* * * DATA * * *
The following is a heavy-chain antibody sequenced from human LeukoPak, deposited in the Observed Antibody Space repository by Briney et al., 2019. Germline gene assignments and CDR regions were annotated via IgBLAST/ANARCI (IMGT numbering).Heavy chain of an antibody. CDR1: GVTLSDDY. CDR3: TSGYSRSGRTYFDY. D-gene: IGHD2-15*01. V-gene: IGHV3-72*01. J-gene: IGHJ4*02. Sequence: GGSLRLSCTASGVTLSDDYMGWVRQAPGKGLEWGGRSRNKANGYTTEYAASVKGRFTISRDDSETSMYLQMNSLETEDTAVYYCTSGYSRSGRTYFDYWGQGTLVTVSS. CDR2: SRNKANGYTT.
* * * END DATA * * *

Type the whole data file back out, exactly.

The following is a heavy-chain antibody sequenced from human LeukoPak, deposited in the Observed Antibody Space repository by Briney et al., 2019. Germline gene assignments and CDR regions were annotated via IgBLAST/ANARCI (IMGT numbering).Heavy chain of an antibody. CDR1: GVTLSDDY. CDR3: TSGYSRSGRTYFDY. D-gene: IGHD2-15*01. V-gene: IGHV3-72*01. J-gene: IGHJ4*02. Sequence: GGSLRLSCTASGVTLSDDYMGWVRQAPGKGLEWGGRSRNKANGYTTEYAASVKGRFTISRDDSETSMYLQMNSLETEDTAVYYCTSGYSRSGRTYFDYWGQGTLVTVSS. CDR2: SRNKANGYTT.